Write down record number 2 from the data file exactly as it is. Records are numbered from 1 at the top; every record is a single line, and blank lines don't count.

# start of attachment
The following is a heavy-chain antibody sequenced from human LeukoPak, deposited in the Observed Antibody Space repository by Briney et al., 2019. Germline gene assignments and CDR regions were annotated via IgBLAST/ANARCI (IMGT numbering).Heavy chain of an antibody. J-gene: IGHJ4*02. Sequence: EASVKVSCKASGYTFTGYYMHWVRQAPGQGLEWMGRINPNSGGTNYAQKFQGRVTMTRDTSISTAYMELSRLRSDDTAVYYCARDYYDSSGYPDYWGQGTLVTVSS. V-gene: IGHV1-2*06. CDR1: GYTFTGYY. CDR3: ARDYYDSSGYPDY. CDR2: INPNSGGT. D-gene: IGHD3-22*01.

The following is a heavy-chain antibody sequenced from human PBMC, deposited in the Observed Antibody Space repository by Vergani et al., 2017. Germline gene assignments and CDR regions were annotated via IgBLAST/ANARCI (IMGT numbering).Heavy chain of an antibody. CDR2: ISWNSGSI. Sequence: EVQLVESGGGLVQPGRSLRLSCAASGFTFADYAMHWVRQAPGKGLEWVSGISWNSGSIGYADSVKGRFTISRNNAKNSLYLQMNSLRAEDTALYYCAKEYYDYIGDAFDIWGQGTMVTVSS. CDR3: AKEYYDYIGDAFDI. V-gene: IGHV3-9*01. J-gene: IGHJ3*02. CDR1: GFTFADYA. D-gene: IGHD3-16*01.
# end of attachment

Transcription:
The following is a heavy-chain antibody sequenced from human PBMC, deposited in the Observed Antibody Space repository by Vergani et al., 2017. Germline gene assignments and CDR regions were annotated via IgBLAST/ANARCI (IMGT numbering).Heavy chain of an antibody. CDR2: ISWNSGSI. Sequence: EVQLVESGGGLVQPGRSLRLSCAASGFTFADYAMHWVRQAPGKGLEWVSGISWNSGSIGYADSVKGRFTISRNNAKNSLYLQMNSLRAEDTALYYCAKEYYDYIGDAFDIWGQGTMVTVSS. CDR3: AKEYYDYIGDAFDI. V-gene: IGHV3-9*01. J-gene: IGHJ3*02. CDR1: GFTFADYA. D-gene: IGHD3-16*01.